Coda File System

Coda File System User and System Administrators Manual

M. Satyanarayanan


Maria R. Ebling


Joshua Raiff


Peter J. Braam


Jan Harkes


The Coda File System is a descendant of the Andrew File System. Like AFS, Coda offers location-transparent access to a shared Unix file namespace that is mapped on to a collection of dedicated file servers. But Coda represents a substantial improvement over AFS because it offers considerably higher availability in the face of server and network failures. The improvement in availability is achieved using the complementary techniques of server replication and disconnected operation. Disconnected operation proven especially valuable in supporting portable computers. This document is a reference manual for Coda users and system administrators.

Table of Contents
1. Further Reading
2. Acknowledgments
1. Getting Started
1.1. What is Coda?
1.2. Getting clued in with the Coda terminology.
1.3. Organization of the client
1.3.1. The kernel module and the cache manager
1.3.2. Utilities
1.4. Server organization
1.5. Authentication
1.6. Coda File Protection
1.7. Disconnected Operation
1.8. Hoarding
1.9. Repairing Conflicts
2. Common Scenarios
2.1. Constructing a hoardfile
2.2. Hoarding for a Weekend
2.3. Re-integrating After Disconnection
2.4. Dealing With a Flaky Network
2.5. Re-integrating Over the Phone Line
2.6. Repairing an Inconsistent Directory
2.6.1. Server/Server Conflicts
2.6.2. Local/Global Conflicts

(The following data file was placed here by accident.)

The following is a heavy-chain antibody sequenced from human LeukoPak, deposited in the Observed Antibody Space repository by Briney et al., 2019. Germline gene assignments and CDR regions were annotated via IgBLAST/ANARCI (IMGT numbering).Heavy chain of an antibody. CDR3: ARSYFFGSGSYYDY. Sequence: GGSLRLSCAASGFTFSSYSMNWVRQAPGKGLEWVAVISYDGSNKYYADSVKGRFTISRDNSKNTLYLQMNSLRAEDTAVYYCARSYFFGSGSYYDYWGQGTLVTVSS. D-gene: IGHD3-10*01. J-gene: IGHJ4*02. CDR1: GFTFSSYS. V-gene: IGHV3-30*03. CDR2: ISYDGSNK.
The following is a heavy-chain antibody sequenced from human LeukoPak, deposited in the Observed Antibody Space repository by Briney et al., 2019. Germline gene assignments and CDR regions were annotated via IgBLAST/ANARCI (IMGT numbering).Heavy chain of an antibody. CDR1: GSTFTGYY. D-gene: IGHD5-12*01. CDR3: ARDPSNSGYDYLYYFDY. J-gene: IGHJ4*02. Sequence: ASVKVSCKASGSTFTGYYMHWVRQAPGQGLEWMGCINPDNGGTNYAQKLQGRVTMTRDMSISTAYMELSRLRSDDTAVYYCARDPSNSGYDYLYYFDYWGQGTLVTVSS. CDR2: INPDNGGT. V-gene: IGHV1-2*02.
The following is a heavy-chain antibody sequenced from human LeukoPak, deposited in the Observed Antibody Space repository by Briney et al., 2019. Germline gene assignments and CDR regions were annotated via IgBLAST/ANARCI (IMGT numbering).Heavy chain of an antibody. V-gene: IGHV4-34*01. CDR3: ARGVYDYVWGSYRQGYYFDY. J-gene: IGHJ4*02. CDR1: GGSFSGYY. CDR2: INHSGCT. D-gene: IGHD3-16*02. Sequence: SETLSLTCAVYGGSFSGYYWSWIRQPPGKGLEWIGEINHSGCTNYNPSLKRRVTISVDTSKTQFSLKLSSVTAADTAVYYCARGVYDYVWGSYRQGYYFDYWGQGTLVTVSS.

3. System Overview
3.1. Machines
3.2. Processes
3.3. Data Location
4. Obtaining Coda
5. Configuring Kernels for use with Coda clients
5.1. VFS Interface
5.2. Configuring a Linux kernel
5.3. Configuring a FreeBSD kernel
5.4. Configuring a NetBSD kernel
6. Installing and Configuring a Coda Client
6.1. Installing and Configuring the Coda Client Binaries and Documentation
6.2. Linux and the BSD's: running venus, the client cache manager
6.3. Windows 95: Starting and Configuring a Coda client
6.4. Upgrading from a previous Release
6.5. Configuration changes made by venus-setup
7. Installing a Coda Server
7.1. Introduction
7.1.1. Recoverable Virtual Memory
7.1.2. Server Disk Organization
7.2. Installation and Configuration
7.2.1. Installing the Coda Server Binaries and Documentation
7.2.2. Configuring A Coda Server
7.2.3. Exploring replication
7.3. Underneath vice-setup
7.3.1. RVM Initialization
7.3.2. Update Monitor
7.3.3. Authentication Database
8. Troubleshooting
8.1. Basic Troubleshooting
8.2. Client Problems
8.3. Server Problems
8.4. Disconnections.
8.5. Advanced Troubleshooting
8.6. Troubleshooting on Windows 95
8.6.1. Common problems
8.6.2. Restrictions
9. Volume Administration
9.1. Concepts
9.2. Creating a Volume
9.3. Mounting a Volume
9.4. Deleting a Volume
9.5. Dumping and Restoring a Volume
9.5.1. Creating a dump of a replicated volume
9.5.2. Restoring volume dumps
9.6. Building the volume databases
9.7. Getting Volume Information
10. User Administration
10.1. Short introduction to pdbtool
10.2. Adding a new user
10.3. Upgrading existing user.coda and group.coda databases
10.4. Upgrading from the coda.pdb/name.pdb databases used in 5.2.0/5.2.2
11. The Backup System
11.1. Introduction: Design of the Coda Backup Subsystem
11.2. Installing a Coda Backup Coordinator Machine
11.3. Incremental Dumps
11.4. Tape files
11.5. Restoring a backup clone
11.6. Backup Scripts
12. Reinitializing Coda Servers after a Disaster
12.1. Obtaining Backup Dump Files
12.2. Reinitializing the Servers
A. Quick Reference
B. System Configuration Files